Donald Trump Jr. in isolation after girlfriend Kimberly Guilfoyle tests positive for coronavirus

Kimberly Guilfoyle, a fundraising official for President Donald Trump’s re-election campaign and the girlfriend of his eldest son, Donald Trump Jr., has tested positive for the coronavirus, according to reports.

In a statement from Sergio Gor, the Trump Victory Finance Committee chief of staff, “Kimberly was immediately isolated to limit any exposure” upon receiving the test result.

“As a precaution is also self-isolating”

“She’s doing well, and will be retested to ensure the diagnosis is correct since she’s asymptomatic, but as a precaution will cancel all upcoming events,” he said.

As for the Trump Jr., Gor said he “tested negative but as a precaution is also self-isolating and is canceling all public events.”

The result came while Guilfoyle and Trump Jr. were in South Dakota for the president’s speech at Mount Rushmore on Friday. Both were reported to have made their own way, thus they were not on board Air Force One with the president and his inner circle.

Guilfoyle’s diagnosis marks the latest in a line of coronavirus cases among individuals close to the Trump campaign or White House.

At least eight members of the campaign’s advance team working on last month’s rally in Tulsa, Oklahoma, tested positive.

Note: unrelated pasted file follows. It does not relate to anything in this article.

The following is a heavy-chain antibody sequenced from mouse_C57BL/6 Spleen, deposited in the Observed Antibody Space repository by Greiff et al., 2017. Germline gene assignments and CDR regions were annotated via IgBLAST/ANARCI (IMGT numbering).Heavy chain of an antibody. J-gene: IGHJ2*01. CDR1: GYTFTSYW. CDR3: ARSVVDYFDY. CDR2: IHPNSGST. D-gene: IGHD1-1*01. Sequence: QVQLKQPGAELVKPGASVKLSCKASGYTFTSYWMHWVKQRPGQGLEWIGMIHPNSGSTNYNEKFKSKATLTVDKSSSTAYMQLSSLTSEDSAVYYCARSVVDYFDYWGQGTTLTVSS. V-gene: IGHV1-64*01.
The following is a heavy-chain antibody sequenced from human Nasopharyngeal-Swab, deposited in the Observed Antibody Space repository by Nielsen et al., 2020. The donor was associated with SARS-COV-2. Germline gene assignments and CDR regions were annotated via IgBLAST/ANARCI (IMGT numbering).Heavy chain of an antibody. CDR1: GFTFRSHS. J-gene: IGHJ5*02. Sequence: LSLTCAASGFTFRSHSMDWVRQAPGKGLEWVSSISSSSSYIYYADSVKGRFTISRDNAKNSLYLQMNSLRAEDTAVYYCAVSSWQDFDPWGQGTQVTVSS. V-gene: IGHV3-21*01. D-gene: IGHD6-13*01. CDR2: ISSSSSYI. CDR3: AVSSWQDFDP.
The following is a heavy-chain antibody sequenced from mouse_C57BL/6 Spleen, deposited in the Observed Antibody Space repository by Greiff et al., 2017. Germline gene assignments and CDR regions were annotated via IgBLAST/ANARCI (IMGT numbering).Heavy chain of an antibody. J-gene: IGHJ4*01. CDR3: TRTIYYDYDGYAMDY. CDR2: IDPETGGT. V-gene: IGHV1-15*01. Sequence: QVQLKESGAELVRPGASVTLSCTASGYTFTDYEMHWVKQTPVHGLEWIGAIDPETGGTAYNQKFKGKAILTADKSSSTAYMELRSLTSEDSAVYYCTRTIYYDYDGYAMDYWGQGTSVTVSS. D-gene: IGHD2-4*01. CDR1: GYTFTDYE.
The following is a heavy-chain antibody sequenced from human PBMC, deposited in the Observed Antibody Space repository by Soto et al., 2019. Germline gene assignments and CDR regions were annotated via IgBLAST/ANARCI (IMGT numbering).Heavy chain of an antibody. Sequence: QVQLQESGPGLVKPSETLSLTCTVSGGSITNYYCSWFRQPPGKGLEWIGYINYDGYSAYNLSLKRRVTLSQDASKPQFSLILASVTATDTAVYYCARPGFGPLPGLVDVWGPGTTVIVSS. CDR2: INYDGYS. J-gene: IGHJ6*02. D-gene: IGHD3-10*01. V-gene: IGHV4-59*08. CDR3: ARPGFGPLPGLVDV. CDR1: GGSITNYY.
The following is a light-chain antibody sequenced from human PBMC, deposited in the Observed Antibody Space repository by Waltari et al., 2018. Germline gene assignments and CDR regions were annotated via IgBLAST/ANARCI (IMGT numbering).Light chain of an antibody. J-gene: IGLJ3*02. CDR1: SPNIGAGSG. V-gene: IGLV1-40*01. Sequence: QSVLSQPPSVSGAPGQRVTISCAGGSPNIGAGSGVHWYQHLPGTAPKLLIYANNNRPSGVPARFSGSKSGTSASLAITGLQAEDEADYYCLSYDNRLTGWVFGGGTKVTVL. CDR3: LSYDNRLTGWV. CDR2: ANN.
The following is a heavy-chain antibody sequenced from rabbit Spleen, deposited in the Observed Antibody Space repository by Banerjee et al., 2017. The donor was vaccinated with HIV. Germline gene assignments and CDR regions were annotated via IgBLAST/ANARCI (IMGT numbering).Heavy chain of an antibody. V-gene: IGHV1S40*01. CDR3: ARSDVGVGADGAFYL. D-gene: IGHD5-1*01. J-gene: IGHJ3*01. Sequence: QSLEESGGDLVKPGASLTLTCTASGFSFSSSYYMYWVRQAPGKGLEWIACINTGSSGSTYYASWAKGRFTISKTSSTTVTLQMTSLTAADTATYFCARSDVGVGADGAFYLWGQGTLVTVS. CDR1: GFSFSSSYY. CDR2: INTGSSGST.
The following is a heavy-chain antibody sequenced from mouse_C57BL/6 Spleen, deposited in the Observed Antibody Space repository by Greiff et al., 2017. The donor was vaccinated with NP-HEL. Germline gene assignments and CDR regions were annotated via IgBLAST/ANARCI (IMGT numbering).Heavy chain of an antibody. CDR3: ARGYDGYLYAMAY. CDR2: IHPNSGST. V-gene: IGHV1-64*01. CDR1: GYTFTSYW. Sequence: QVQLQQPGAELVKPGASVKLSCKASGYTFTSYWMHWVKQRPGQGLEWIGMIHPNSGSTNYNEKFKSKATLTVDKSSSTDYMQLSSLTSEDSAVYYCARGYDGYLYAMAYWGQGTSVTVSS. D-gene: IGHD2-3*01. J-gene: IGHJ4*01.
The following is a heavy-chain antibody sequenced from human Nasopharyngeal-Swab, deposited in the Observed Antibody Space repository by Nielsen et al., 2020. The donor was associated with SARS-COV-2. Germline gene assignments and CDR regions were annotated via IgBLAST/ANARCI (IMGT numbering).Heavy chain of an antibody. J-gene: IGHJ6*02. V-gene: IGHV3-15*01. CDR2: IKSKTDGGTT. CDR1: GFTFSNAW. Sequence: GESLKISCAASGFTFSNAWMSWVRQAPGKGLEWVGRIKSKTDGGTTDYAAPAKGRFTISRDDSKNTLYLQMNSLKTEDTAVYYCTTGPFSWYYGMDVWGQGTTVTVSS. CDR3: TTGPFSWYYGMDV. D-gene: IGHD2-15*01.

“Thanks be to God”

Among a number of other cases was the report in May that one of the president’s personal valets had contracted the virus. Trump and Vice President Mike Pence have continued to report negative test results.

Guilfoyle provided an update expressing gratitude for the support she has received as well as optimism that she will recover quickly.

The president’s speech on the eve of Independence Day went on, attracting criticism from some in the media — including The New York Times, which tweeted that it was “a dark and divisive speech at Mount Rushmore, leaning into the culture wars and barely mentioning the pandemic.

Of course, there was probably nothing he could have said that would receive the approval of his critics in the media. What matters to his campaign is how voters perceived his remarks.

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